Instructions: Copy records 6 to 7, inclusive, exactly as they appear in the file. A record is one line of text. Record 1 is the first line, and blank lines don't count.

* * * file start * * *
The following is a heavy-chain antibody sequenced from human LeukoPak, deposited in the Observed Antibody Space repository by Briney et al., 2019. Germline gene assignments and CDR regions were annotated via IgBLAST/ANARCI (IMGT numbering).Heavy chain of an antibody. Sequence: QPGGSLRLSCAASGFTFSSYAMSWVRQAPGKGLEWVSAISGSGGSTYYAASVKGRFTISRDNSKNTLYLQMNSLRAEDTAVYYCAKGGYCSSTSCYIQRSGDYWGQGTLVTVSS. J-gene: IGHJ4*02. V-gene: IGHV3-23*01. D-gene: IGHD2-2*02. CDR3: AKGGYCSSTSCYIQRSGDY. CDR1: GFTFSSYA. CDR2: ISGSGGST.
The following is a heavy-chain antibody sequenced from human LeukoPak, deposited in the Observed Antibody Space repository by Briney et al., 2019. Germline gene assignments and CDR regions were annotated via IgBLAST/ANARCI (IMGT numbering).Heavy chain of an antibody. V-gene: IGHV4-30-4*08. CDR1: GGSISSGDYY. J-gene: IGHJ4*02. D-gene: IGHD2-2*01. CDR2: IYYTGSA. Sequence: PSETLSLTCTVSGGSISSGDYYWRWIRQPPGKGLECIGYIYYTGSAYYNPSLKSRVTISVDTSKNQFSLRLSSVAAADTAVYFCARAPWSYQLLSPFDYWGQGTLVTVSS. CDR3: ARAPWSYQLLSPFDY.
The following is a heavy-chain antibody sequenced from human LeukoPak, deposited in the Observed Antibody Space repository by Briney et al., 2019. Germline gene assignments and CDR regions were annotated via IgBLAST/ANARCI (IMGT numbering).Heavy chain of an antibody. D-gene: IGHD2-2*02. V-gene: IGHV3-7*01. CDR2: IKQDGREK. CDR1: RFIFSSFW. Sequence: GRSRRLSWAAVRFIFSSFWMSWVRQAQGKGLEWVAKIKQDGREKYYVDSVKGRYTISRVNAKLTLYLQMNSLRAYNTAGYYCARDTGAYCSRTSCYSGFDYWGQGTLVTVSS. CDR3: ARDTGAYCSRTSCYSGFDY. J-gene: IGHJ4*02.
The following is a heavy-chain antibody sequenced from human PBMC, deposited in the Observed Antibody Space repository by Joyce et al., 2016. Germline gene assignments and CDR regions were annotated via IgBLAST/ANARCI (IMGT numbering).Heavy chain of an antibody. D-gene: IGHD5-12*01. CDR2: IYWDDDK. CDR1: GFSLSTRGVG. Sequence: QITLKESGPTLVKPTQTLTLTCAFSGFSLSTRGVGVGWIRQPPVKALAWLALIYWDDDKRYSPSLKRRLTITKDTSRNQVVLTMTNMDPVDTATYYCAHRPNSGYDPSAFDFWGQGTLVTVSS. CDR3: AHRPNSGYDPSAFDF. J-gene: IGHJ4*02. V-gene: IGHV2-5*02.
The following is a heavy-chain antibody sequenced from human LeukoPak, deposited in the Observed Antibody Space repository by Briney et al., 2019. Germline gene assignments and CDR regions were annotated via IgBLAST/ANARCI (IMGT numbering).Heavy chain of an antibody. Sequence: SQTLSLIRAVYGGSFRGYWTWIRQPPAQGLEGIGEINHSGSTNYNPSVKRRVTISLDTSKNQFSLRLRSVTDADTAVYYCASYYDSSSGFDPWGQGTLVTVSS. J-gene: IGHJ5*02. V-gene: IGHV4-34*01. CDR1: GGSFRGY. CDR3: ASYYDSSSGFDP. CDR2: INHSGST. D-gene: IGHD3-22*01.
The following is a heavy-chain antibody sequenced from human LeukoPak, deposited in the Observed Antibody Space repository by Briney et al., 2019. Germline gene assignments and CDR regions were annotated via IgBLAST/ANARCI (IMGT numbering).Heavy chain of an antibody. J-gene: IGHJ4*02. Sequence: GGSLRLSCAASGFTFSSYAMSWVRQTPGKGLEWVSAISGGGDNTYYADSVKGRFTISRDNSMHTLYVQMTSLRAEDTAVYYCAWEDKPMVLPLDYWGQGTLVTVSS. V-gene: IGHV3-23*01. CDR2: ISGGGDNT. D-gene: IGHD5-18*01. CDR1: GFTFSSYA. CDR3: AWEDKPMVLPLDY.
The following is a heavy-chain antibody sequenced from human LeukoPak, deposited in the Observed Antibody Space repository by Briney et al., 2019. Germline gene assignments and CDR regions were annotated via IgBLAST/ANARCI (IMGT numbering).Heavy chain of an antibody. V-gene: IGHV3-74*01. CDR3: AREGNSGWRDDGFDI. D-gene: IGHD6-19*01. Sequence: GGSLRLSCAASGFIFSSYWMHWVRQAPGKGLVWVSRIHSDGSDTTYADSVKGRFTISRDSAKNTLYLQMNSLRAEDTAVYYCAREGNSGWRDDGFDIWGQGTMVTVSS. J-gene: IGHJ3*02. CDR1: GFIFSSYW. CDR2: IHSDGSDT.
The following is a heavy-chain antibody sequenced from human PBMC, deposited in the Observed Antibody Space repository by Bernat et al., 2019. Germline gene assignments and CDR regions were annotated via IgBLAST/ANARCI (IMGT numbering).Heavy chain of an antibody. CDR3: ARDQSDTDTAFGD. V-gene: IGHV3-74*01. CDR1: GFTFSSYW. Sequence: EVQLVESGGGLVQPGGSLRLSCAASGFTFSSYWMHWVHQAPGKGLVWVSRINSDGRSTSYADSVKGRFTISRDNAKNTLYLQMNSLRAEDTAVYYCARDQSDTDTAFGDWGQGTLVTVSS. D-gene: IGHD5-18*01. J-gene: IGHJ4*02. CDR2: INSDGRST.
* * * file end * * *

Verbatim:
The following is a heavy-chain antibody sequenced from human LeukoPak, deposited in the Observed Antibody Space repository by Briney et al., 2019. Germline gene assignments and CDR regions were annotated via IgBLAST/ANARCI (IMGT numbering).Heavy chain of an antibody. J-gene: IGHJ4*02. Sequence: GGSLRLSCAASGFTFSSYAMSWVRQTPGKGLEWVSAISGGGDNTYYADSVKGRFTISRDNSMHTLYVQMTSLRAEDTAVYYCAWEDKPMVLPLDYWGQGTLVTVSS. V-gene: IGHV3-23*01. CDR2: ISGGGDNT. D-gene: IGHD5-18*01. CDR1: GFTFSSYA. CDR3: AWEDKPMVLPLDY.
The following is a heavy-chain antibody sequenced from human LeukoPak, deposited in the Observed Antibody Space repository by Briney et al., 2019. Germline gene assignments and CDR regions were annotated via IgBLAST/ANARCI (IMGT numbering).Heavy chain of an antibody. V-gene: IGHV3-74*01. CDR3: AREGNSGWRDDGFDI. D-gene: IGHD6-19*01. Sequence: GGSLRLSCAASGFIFSSYWMHWVRQAPGKGLVWVSRIHSDGSDTTYADSVKGRFTISRDSAKNTLYLQMNSLRAEDTAVYYCAREGNSGWRDDGFDIWGQGTMVTVSS. J-gene: IGHJ3*02. CDR1: GFIFSSYW. CDR2: IHSDGSDT.